A Guide to Beauty-Product Labels
What it means: A dermatologist tested the product.
What it doesn't mean: It’s approved and endorsed by a dermatologist. “The implication is that the dermatologist liked it, but you don’t know that,” says Murad.
Best for: People who don’t necessarily need a doctor’s approval.
What it means: This word implies a hair-care product will restore hair to its natural structure―before it was damaged with styling and chemical
What it doesn't mean: That you can permanently restructure hair. This is a temporary fix that will leave hair looking and feeling healthier.
Best for: Anyone who damages her hair on a regular basis with heat styling and coloring.
What it means: The product doesn’t contain mineral oil, plant oils, or lanolin, which can clog pores and irritate skin.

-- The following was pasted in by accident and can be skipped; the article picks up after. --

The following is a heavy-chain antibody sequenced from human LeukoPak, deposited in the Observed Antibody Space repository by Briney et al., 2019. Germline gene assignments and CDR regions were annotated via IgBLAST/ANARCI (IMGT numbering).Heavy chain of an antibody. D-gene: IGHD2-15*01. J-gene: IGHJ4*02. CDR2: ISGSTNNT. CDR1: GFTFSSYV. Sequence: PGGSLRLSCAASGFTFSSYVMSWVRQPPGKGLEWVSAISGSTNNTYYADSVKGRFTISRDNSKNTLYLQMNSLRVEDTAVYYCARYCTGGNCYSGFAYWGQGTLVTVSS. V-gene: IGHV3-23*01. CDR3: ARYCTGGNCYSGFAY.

What it doesn't mean: That it won’t cause a reaction. Be careful that something more irritating―like menthol, eucalyptus, or camphor―hasn’t been substituted to help the product glide on easily.
Best for: People with oily skin who don't want to look shiny by lunchtime.
What it means: Generally found on makeup packaging, it refers to the product’s staying power.
What it doesn't mean: Waterproof. “Long wearing” means it lasts longer under normal circumstances but still may not survive swimming or crying.
Best for: Times when you don’t want to touch up your makeup.
When it comes to the do’s and don’ts, you’ve got lots of questions. Here, solutions for making the season merry and bright.